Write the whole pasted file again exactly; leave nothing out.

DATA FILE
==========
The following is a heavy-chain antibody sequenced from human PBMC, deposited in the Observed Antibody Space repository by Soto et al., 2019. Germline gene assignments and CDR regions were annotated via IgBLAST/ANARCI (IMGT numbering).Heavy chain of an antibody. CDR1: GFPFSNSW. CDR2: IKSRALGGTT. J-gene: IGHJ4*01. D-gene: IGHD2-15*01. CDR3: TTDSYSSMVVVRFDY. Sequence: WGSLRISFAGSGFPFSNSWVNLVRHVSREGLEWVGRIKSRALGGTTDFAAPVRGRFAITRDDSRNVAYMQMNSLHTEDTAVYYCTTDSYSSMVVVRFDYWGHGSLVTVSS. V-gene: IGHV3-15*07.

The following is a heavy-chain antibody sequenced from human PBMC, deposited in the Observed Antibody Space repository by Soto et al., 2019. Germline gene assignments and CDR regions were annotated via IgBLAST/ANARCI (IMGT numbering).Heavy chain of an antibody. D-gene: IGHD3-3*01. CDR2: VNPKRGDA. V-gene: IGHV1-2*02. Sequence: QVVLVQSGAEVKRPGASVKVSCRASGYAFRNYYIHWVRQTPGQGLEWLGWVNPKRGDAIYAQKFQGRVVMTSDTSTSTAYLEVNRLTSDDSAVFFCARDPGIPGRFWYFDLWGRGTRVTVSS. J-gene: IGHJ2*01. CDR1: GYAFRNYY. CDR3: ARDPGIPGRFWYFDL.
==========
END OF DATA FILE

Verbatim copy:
The following is a heavy-chain antibody sequenced from human PBMC, deposited in the Observed Antibody Space repository by Soto et al., 2019. Germline gene assignments and CDR regions were annotated via IgBLAST/ANARCI (IMGT numbering).Heavy chain of an antibody. CDR1: GFPFSNSW. CDR2: IKSRALGGTT. J-gene: IGHJ4*01. D-gene: IGHD2-15*01. CDR3: TTDSYSSMVVVRFDY. Sequence: WGSLRISFAGSGFPFSNSWVNLVRHVSREGLEWVGRIKSRALGGTTDFAAPVRGRFAITRDDSRNVAYMQMNSLHTEDTAVYYCTTDSYSSMVVVRFDYWGHGSLVTVSS. V-gene: IGHV3-15*07.

The following is a heavy-chain antibody sequenced from human PBMC, deposited in the Observed Antibody Space repository by Soto et al., 2019. Germline gene assignments and CDR regions were annotated via IgBLAST/ANARCI (IMGT numbering).Heavy chain of an antibody. D-gene: IGHD3-3*01. CDR2: VNPKRGDA. V-gene: IGHV1-2*02. Sequence: QVVLVQSGAEVKRPGASVKVSCRASGYAFRNYYIHWVRQTPGQGLEWLGWVNPKRGDAIYAQKFQGRVVMTSDTSTSTAYLEVNRLTSDDSAVFFCARDPGIPGRFWYFDLWGRGTRVTVSS. J-gene: IGHJ2*01. CDR1: GYAFRNYY. CDR3: ARDPGIPGRFWYFDL.